On the onset of agriculture in the Neolithic age ca. 8000 BC, over 10’000 plant species were used to feed humanity. The adoption of modern agriculture practices and breeding, starting from the 19th century, have drastically reduced that number from 10’000 to 150. Of these, 9 plants account for 66% of all human diet globally: wheat, rice, maize, potatoes, soyabeans, sugarcane, oil-palm fruit, sugar beet, and cassava.
According to the United Nations Food and Agriculture Organization (FAO), every year, 20-40% of all crops produced on the planet are lost because of plant pests and diseases. Considering that (i) recent gains in global crop production fall short of the projected increase in the world population (i.e. food demand), and (ii) that yields are projected to stagnate or collapse in many areas where major crops are produced, this lecture will discuss the central role of plant pathology in closing that gap.
The first part will address the paramount importance of agricultural biodiversity (i.e. the sum of all plant varieties available for cultivation) for the future of a pesticide-free, environmentally sustainable, and healthy agriculture. I will present specific examples from my ongoing and planned work (and the work of others) on major cereal crops, with a particular focus on how to leverage next-generation resistance breeding in wheat, as a case study.
In nature, disease is an exception. Most plants are totally immune to almost all microbes, that is in striking contrast with the crops we cultivate in the field. Research in plant pathology (including plant immunity and resistance breeding) has been historically and consistently based on studies of individual pairs of one-pathogen-one-host.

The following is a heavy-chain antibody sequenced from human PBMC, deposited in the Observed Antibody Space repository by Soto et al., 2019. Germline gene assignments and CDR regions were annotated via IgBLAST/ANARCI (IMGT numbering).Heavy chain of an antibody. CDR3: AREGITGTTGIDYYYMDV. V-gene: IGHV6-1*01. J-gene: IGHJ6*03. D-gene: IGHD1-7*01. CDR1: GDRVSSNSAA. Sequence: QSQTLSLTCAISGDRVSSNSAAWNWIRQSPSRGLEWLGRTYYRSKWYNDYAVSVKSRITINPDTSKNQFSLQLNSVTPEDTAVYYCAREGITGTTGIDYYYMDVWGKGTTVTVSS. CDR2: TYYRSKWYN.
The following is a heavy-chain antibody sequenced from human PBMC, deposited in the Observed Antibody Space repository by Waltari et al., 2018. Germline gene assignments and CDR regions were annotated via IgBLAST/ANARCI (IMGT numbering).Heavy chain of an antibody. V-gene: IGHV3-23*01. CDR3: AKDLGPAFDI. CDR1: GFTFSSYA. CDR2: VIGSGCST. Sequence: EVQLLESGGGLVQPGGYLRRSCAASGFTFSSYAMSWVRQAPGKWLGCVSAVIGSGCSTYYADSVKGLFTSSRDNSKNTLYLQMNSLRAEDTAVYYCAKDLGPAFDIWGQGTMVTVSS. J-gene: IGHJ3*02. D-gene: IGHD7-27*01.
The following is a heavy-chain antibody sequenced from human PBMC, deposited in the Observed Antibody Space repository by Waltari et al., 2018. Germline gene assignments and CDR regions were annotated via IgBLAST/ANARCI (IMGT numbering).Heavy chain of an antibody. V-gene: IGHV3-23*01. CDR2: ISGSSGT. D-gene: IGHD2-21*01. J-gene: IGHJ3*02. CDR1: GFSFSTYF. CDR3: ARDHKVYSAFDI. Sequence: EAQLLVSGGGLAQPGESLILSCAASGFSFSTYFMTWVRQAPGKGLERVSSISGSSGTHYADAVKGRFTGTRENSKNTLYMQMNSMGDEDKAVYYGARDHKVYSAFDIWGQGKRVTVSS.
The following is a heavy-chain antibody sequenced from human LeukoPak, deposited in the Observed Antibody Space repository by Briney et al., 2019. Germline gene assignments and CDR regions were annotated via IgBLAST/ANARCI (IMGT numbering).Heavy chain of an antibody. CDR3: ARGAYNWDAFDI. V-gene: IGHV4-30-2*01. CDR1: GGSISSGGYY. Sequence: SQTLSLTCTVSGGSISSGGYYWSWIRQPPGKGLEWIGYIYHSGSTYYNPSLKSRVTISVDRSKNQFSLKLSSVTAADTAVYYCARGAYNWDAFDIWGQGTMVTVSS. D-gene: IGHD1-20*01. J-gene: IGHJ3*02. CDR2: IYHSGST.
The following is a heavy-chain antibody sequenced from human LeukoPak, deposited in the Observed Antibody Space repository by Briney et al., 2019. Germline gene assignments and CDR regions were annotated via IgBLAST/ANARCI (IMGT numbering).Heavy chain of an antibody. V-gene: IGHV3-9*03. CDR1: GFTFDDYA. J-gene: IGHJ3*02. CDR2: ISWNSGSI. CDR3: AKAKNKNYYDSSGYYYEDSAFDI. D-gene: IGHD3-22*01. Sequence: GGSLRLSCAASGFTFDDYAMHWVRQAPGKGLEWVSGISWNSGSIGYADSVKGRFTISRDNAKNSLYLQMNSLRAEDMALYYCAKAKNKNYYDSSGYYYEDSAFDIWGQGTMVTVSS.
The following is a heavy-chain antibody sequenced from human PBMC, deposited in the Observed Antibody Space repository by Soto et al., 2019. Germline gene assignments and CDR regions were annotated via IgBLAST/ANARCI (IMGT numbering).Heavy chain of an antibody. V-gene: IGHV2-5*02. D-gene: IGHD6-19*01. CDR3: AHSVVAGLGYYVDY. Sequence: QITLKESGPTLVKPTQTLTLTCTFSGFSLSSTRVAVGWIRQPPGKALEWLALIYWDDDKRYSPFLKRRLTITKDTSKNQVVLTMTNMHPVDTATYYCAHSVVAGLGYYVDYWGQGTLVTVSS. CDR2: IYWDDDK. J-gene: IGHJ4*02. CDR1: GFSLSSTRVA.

A major setback of such approach is that crops are never attacked by one pathogen at a time. Actually, plants are attacked by a large diversity of pathogen populations and interact with an even larger diversity of microbes. Altogether, these interactions are controlled by the plant immune system which they can in turn affect positively (beneficial microbes) or negatively (pathogens) in a way that strikingly resembles the way our gut microbiome interacts with our immune system and affects our health.
Thus, the second part of my lecture will address the importance of understanding the diversity and complexity of the plant ‘pathobiome’ (i.e. the sum of microbes that cause disease), and address the central question of the resilience of our farming systems to diseases and pandemics. I will introduce a new paradigm in plant pathology defining plant health as a ‘homeostasis’ (i.e. an equilibrium) between the plant immune system (i.e. the capacity of the host to defend) and the plant microbiome (i.e. all microbes engaging in an interaction with a plant host).
I will discuss why this is absolutely central to future disease management and resistance breeding. I will also highlight specific gaps of knowledge in the field, provide practical examples on why it is so difficult to develop crops that ‘do not need pesticides’ to stay healthy, and explain how my research will address this issue.
In the third and last part of the lecture, I will touch upon the importance of educating (sensu lato) the public, students, and the industry to plant health from a ‘one health’ perspective, and why this has become a pre-requisite to best serve the expectation of society and support/accompany change in the industry. I will conclude by explaining my strategy to tie together scientific excellence in research and education at SLU in a coherent vision that contributes to SLU’s long-term strategy in light of the UN Sustainable Development Goals.